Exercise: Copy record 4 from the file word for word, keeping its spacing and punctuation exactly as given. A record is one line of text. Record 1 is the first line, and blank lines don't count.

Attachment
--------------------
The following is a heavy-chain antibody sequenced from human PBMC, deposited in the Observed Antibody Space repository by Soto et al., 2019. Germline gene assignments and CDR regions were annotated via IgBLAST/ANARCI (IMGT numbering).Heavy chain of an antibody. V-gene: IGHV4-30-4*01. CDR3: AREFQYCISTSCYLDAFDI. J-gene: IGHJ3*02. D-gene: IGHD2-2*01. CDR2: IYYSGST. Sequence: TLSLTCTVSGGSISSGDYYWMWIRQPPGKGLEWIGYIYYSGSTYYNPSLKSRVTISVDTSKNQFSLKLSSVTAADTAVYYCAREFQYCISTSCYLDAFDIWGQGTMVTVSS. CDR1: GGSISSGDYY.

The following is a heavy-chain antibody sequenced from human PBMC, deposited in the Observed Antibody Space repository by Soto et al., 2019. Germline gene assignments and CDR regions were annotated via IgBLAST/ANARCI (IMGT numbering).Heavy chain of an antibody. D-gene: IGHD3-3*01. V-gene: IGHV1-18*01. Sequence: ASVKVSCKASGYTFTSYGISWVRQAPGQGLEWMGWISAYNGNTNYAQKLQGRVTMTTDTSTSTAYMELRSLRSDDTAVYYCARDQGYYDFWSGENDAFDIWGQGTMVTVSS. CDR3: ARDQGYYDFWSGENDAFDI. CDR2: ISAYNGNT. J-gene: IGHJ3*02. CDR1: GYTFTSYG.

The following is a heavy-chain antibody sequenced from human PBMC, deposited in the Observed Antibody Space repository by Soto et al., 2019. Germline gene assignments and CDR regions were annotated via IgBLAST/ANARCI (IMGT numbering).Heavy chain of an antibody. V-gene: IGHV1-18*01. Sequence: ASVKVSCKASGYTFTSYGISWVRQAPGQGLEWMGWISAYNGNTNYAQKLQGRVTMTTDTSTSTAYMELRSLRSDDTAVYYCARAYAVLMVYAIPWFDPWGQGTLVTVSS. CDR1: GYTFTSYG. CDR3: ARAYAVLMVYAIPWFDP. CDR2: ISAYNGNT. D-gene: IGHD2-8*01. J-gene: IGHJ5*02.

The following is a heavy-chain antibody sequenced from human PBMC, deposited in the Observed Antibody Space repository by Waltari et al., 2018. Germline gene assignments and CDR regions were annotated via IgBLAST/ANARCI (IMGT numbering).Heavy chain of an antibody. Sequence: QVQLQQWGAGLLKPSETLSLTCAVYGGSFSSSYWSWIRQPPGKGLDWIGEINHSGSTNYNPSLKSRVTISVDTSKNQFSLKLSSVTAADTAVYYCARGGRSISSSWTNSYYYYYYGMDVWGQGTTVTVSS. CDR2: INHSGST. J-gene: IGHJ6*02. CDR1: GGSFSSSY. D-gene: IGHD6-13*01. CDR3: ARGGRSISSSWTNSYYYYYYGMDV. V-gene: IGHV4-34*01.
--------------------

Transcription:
The following is a heavy-chain antibody sequenced from human PBMC, deposited in the Observed Antibody Space repository by Waltari et al., 2018. Germline gene assignments and CDR regions were annotated via IgBLAST/ANARCI (IMGT numbering).Heavy chain of an antibody. Sequence: QVQLQQWGAGLLKPSETLSLTCAVYGGSFSSSYWSWIRQPPGKGLDWIGEINHSGSTNYNPSLKSRVTISVDTSKNQFSLKLSSVTAADTAVYYCARGGRSISSSWTNSYYYYYYGMDVWGQGTTVTVSS. CDR2: INHSGST. J-gene: IGHJ6*02. CDR1: GGSFSSSY. D-gene: IGHD6-13*01. CDR3: ARGGRSISSSWTNSYYYYYYGMDV. V-gene: IGHV4-34*01.